Sports

Basketball had successful winter break with 10–4 overall record

It was a very happy holiday indeed for the Carnegie Mellon men’s basketball team, which entered the second semester with a 10–2 record. After the 50–64 loss to University Athletic Association (UAA) opponent University of Rochester, the men’s basketball team got busy with a seven-game winning streak against non-conference opponents. Despite a reputation as an offensively minded team, the Tartans got it done with tough defense over the break, never giving up more than 65 points to an opponent.

The most notable victory came against 12th-ranked Capital University in Columbus, Ohio. The team squeezed out a six-point victory in a hostile environment, resulting in a 71–65 win. The other schools that fell victim to the Carnegie Mellon steamroller were Christopher Newport (83–63), La Roche (76–63), Juniata (65–57), Averett (70–62), and Lycoming (81–59).

It wasn’t all smiles, however, as the Tartans lost sophomore rising star Jack Anderson to a high ankle sprain. The Beaver Falls, Pennsylvania native has missed five games since getting injured in the game against La Roche.

“It’s tough losing Jack, but to come out of the break the way we did was huge,” said junior forward Ryan Einwag. “Now that we have the non-conference games out of the way, we can focus on what’s ahead and the UAA championship.” Einwag currently leads the team in scoring and averaged just under 17 points per game during the win streak.

The loss against the second-ranked Judges of Brandeis University set Carnegie Mellon back. The Tartans suffered another abysmal shooting performance, scoring 27 percent from the floor in the first half and 35 percent for the game. The team scored a season-low 48 points.
“We just couldn’t get anything going,” said Corey O’Rourke, a Junior who has been starting in place of the injured Anderson. “It seemed like we were taking good shots, but nothing was falling.”

The Tartans made a run after trailing by 15 at the half, closing the gap to five after some hot shooting by Einwag and senior Geoff Kozak. However, in a close game with approximately 10 minutes left, four of the Tartan starters were curiously on the bench. The Judges capitalized and extended their lead to 10 within a minute’s time. The lead did not drop below double digits for the rest of the game.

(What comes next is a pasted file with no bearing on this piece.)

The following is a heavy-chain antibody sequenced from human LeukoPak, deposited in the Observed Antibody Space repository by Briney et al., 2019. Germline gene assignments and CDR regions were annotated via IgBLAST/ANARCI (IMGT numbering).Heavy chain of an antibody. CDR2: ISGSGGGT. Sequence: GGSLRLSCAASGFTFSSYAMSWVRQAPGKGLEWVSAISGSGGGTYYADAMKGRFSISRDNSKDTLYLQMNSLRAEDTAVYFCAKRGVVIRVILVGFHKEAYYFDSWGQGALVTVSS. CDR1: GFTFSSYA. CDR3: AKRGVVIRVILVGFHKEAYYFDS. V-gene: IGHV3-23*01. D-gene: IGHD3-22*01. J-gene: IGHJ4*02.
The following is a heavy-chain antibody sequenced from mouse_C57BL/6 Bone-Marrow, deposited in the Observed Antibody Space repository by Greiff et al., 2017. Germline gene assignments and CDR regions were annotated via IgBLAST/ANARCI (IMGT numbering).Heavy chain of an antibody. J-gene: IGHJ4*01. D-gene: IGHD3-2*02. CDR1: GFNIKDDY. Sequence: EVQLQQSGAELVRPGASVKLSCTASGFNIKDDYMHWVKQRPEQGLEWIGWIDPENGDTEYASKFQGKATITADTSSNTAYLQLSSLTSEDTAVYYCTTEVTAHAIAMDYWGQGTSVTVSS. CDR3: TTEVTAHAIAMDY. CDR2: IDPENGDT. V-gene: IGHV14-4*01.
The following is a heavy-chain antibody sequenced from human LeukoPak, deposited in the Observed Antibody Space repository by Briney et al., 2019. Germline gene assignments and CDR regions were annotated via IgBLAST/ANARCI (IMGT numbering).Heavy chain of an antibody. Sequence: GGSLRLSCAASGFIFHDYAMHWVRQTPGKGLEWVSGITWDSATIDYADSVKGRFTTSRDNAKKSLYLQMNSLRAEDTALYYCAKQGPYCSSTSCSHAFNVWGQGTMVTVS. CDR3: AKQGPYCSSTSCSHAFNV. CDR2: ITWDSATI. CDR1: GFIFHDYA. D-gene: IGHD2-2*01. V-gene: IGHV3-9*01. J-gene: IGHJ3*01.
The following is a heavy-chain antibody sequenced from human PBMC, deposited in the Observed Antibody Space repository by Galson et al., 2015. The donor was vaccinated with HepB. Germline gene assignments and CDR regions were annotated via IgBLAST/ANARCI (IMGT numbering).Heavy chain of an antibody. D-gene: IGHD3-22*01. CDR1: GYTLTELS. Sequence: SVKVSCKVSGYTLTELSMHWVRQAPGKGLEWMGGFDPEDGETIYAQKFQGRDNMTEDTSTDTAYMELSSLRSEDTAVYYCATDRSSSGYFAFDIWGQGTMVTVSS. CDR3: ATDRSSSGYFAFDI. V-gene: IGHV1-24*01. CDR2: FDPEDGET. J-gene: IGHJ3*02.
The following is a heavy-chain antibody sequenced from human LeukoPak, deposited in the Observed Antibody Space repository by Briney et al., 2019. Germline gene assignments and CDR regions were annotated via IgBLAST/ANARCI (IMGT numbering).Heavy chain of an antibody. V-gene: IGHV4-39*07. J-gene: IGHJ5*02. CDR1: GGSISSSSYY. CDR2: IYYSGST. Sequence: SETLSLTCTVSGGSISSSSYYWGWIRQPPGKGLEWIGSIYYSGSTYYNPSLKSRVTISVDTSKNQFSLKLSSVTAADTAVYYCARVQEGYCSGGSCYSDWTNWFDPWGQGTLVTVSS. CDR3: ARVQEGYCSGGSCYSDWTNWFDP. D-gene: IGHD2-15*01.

It looked like the team had a solid strategy forming during the run, with strong double teams on Brandeis’ leading scorer, Terrell Hollins, by junior Terrance Bouldin-Johnson and senior Greg Gonzalez. With Hollins neutralized and Einwag providing solid defense on the Judges’ captain and second-leading scorer Joe Coppens, the Tartans were able to create turnovers and convert them into easy buckets. Their absence from the court at the 10-minute mark proved costly, as Hollins got back into a rhythm on the next two possessions, converting one of two free throws and scoring on a lay-up from an assist by Coppens.

Carnegie Mellon never recovered, watching with mouths agape as the Judges converted shot after shot and the Tartans made only one out of eight field goals before the coaching staff admitted defeat, pulling their starters with three minutes to play in a 16-point game.

The minor speed bump against Brandeis turned into a brick wall against NYU, as the Tartans couldn’t handle the zone defense that Violets coach Joe Nesci threw their way. The Tartans blew a 13-point first-half lead after NYU went to a 2–3 zone. Head coach Tony Wingen’s offense sputtered, to put it mildly, and the Violets capitalized and went on a run of their own, cutting the lead to four before the half.

“We weren’t able to spread their defense,” said O’Rourke. “They threw that zone at us, and we had a tough time getting back into a rhythm. Turnovers really killed us in the first half when they made that little run.”

The second half was no better for the home team, as the Skibo natives could do nothing to stop the visitors from New York City. After a couple seesaws with the lead in the last few minutes, the Violets pulled ahead and sealed their victory with a clutch-free throw shooting down the stretch.
The Tartans (10–4, 0–3) exited winter break with a head full of steam, but after two huge backslides, they’ve seen virtually all of their momentum evaporate. Winless in the UAA, Carnegie Mellon has its collective back against the wall as the team heads to Cleveland this Friday to face another conference opponent, Case Western Reserve. The team’s players are more than aware of the task in front of them.

“We started digging our own grave,” said junior forward Jon Wolleben. “But we’re not quite ready to jump in it yet.”